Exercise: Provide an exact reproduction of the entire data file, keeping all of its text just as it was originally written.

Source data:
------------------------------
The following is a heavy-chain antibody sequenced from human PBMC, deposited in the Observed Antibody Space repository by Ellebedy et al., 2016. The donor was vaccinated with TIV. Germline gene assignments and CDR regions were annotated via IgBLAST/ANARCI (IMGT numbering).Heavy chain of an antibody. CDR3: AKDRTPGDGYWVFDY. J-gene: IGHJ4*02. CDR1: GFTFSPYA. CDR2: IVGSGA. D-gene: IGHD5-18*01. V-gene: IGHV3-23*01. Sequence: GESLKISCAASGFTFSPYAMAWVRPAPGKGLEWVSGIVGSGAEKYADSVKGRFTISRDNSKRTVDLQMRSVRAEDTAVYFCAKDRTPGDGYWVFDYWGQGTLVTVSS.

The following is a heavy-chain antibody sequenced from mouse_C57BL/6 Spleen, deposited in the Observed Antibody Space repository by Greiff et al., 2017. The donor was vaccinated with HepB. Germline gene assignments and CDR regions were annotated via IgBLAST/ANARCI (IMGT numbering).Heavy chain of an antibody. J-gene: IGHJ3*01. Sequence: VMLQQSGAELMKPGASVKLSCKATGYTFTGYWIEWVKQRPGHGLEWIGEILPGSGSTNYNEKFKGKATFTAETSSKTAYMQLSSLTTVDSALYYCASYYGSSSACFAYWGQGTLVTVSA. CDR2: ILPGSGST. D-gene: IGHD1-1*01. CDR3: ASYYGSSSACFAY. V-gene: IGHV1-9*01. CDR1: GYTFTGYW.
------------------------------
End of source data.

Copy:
The following is a heavy-chain antibody sequenced from human PBMC, deposited in the Observed Antibody Space repository by Ellebedy et al., 2016. The donor was vaccinated with TIV. Germline gene assignments and CDR regions were annotated via IgBLAST/ANARCI (IMGT numbering).Heavy chain of an antibody. CDR3: AKDRTPGDGYWVFDY. J-gene: IGHJ4*02. CDR1: GFTFSPYA. CDR2: IVGSGA. D-gene: IGHD5-18*01. V-gene: IGHV3-23*01. Sequence: GESLKISCAASGFTFSPYAMAWVRPAPGKGLEWVSGIVGSGAEKYADSVKGRFTISRDNSKRTVDLQMRSVRAEDTAVYFCAKDRTPGDGYWVFDYWGQGTLVTVSS.

The following is a heavy-chain antibody sequenced from mouse_C57BL/6 Spleen, deposited in the Observed Antibody Space repository by Greiff et al., 2017. The donor was vaccinated with HepB. Germline gene assignments and CDR regions were annotated via IgBLAST/ANARCI (IMGT numbering).Heavy chain of an antibody. J-gene: IGHJ3*01. Sequence: VMLQQSGAELMKPGASVKLSCKATGYTFTGYWIEWVKQRPGHGLEWIGEILPGSGSTNYNEKFKGKATFTAETSSKTAYMQLSSLTTVDSALYYCASYYGSSSACFAYWGQGTLVTVSA. CDR2: ILPGSGST. D-gene: IGHD1-1*01. CDR3: ASYYGSSSACFAY. V-gene: IGHV1-9*01. CDR1: GYTFTGYW.